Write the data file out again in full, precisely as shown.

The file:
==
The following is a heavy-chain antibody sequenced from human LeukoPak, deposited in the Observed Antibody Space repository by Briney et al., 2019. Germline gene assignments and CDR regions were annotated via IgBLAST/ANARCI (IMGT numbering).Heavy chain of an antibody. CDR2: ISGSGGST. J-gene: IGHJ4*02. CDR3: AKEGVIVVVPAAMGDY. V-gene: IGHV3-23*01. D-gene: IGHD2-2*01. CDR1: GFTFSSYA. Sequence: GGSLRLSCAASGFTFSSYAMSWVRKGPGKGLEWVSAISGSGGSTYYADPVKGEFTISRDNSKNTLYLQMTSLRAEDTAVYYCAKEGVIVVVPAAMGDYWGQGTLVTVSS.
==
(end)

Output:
The following is a heavy-chain antibody sequenced from human LeukoPak, deposited in the Observed Antibody Space repository by Briney et al., 2019. Germline gene assignments and CDR regions were annotated via IgBLAST/ANARCI (IMGT numbering).Heavy chain of an antibody. CDR2: ISGSGGST. J-gene: IGHJ4*02. CDR3: AKEGVIVVVPAAMGDY. V-gene: IGHV3-23*01. D-gene: IGHD2-2*01. CDR1: GFTFSSYA. Sequence: GGSLRLSCAASGFTFSSYAMSWVRKGPGKGLEWVSAISGSGGSTYYADPVKGEFTISRDNSKNTLYLQMTSLRAEDTAVYYCAKEGVIVVVPAAMGDYWGQGTLVTVSS.